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FILE - Life as it is, as a well-insured private citizen

Every human life goes through ups & downs. And preparing for everything is unfortunately impossible. But as we have often experienced, a man is worth two. That is why we have gathered here the most important things you can prepare for.

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Moving out on your own: what's involved?

As comfortable as the service at Hotel Mama is, Emma is moving out of the house. Now that she has had a cool, steady job since last year, she feels quite ready to spread her wings and live on her own. Or to look for a rented house together with Manon and Thomas, she'd like that too.

Geert and Katrien are totally behind their daughter's choice. No worries about the empty nest, with those two. They are already full of plans for their retirement which is quietly beckoning. And what's more, Lucas, their youngest, is just about to enter . Katrien and Geert still have their hands full. But they don't want to throw Emma in at the deep end. They didn't do that when she learned to swim when she was four, did they?

Katrien and Geert sit down with Emma: has she definitely thought of everything before going her own way?

This is what you need to think about when you go out on your own:


If, like Emma, you start living on your own, you will be responsible for your own income and expenses from now on. In the beginning, it is a good idea to keep track of them. What income will you receive every month in your account anyway, what fixed expenses do you have and for what fluctuating or unexpected expenses should you provide a buffer?

Are you going to live with someone? Then make clear agreements from the start, both financially and practically (who does the shopping, who cooks when, who cleans, who takes out the bins...)

Change of address

Don't forget to get your address updated with the necessary authorities. Also conclude new contracts for electricity, gas, water and internet, or have them updated if you move in with someone. Read more tips on this in our blog on moving


If you rent a property, in Flanders and Wallonia you are obliged to take out fire insurance or home policy . In Brussels, this is not a legal requirement, but it is strongly recommended. Such insurance prevents you from having to pay all the costs yourself in the event of a fire or damage caused, for example, by storm or lightning.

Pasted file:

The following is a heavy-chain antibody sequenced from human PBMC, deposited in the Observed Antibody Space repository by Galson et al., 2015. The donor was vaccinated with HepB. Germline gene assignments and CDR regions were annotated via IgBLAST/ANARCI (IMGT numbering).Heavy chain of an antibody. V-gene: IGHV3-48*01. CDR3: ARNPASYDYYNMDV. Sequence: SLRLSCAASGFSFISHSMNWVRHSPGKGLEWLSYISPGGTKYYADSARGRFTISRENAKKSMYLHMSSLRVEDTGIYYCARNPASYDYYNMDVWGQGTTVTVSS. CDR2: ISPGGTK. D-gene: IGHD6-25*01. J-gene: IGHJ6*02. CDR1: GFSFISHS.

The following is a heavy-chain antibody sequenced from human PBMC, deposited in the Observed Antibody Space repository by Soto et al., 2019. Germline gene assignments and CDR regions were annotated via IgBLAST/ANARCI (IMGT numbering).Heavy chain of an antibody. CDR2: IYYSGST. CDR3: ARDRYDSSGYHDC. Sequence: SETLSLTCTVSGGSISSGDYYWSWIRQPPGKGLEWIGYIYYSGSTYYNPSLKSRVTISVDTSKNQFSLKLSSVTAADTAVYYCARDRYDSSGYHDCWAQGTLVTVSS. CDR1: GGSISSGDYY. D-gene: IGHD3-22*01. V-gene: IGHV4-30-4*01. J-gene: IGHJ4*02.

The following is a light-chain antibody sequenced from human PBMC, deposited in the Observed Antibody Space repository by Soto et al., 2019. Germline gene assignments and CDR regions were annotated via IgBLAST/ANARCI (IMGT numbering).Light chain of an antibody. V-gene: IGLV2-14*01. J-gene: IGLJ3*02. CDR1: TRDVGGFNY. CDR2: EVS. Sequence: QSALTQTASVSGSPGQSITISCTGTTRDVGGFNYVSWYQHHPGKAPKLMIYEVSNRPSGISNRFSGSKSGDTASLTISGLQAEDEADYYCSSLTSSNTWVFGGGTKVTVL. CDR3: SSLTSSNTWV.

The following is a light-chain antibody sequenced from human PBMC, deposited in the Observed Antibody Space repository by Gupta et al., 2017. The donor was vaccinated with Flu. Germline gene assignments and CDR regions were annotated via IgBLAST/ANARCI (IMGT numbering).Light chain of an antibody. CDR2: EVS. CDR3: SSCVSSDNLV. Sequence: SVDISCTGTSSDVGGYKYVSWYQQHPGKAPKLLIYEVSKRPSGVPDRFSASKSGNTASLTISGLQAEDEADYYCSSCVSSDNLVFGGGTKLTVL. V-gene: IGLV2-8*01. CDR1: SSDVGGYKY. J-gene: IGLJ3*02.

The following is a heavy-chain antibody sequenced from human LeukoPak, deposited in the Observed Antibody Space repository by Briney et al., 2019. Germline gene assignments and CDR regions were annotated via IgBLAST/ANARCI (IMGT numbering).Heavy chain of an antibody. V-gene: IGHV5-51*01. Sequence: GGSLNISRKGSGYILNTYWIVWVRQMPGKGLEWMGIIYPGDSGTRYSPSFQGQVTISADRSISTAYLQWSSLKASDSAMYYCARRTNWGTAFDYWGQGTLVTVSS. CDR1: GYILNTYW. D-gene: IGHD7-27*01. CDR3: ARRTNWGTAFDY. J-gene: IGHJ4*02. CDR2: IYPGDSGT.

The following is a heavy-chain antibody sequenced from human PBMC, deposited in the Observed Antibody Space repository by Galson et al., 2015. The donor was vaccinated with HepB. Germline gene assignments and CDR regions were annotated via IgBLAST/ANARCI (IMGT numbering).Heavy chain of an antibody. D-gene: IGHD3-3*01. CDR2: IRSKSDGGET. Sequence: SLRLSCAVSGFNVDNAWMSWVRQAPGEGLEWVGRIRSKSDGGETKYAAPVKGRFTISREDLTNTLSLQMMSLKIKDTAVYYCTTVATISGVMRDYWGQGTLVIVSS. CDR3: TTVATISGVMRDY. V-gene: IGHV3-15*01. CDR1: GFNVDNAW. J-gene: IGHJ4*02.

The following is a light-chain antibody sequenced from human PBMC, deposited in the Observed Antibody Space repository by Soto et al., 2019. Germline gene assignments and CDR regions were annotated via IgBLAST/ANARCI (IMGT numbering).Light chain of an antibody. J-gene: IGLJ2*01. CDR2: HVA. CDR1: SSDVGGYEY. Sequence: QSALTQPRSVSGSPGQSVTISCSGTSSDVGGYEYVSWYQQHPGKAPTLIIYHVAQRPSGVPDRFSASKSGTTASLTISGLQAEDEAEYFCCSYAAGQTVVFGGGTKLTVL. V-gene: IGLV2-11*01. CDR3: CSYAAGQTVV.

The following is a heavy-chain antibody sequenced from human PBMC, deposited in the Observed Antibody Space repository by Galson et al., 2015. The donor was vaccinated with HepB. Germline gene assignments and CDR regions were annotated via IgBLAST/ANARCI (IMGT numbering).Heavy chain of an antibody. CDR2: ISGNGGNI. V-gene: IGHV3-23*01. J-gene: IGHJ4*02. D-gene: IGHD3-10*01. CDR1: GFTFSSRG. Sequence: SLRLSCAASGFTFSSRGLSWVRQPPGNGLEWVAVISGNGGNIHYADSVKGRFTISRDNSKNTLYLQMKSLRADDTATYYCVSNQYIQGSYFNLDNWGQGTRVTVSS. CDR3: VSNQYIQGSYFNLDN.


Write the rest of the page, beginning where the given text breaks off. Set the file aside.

For all other insurances, too, you are no longer covered by your parents' policy once your domicile address is somewhere else. This means you will have to take out your own (legally required!) health insurance. You should also consider family insurance, hospitalisation insurance and travel insurance .

Do you have any questions about that? Feel free to contact .

Buying or renovating your own home? Think about this

A bit further down the street from Geert and Katrien is a house for sale. Sarayi and Nicolas have outgrown their rental flat in the student area and come to take a look. In this compact but characterful house, they immediately envisage their future - children playing in the garden. Finally, that spicy house hunt is over!

Wise as they are, they do not take that decision lightly. First they look at the house from all sides, literally and figuratively. Because buying a house, and possibly renovating it, also requires a good view of the complete financial and insurance picture.

What to think about before buying a house?
  • Ask lots of questions of the seller. Go - if you can - more than one viewing before you decide and take a trusted person with you who will be attentive to any defects.

  • The purchase price of the property is not your only cost. Will you need any refurbishment or remodelling? How much will it cost you to live in the house (e.g. heating) and maintain it? You can estimate the notary fees quite correctly yourself. Take all these into account when looking for a home loan.

What insurances do you need when buying a house?

As every situation is different, we recommend that you visit at our office. But we already list the most important insurances for you

Outstanding balance insurance

When you borrow for a house, the bank usually requires you to take out debt balance insurance. An extra cost, but a good thing in itself: this insurance ensures that your next of kin do not have to pay off your mortgage loan if you die . Moreover, the premiums of your outstanding balance insurance are usually tax deductible, so ask about this when you take out the insurance.

Also see if you qualify for the Flemish government's insurance guaranteed living. This ensures that you can continue living in your new home if you suddenly become unemployed or unfit for work.

Home insurance

Take out home insurance - often called fire insurance - as soon as you have signed the private sale deed with the seller of your new home. This way, you are covered if a fire breaks out in your new place, but also in case of e.g. burglary or if a water leak in your house causes damage to the neighbours.

An interesting addition to this is assistance insurance. If you have it, we will send help immediately in case of urgent problems in your home. If your boiler fails, for example, or even if you lose your keys ...

Rebuilding & insurance

If you are going to renovate or remodel your home, your home insurance will continue as normal. But it is vital that you inform your insurer of your plans.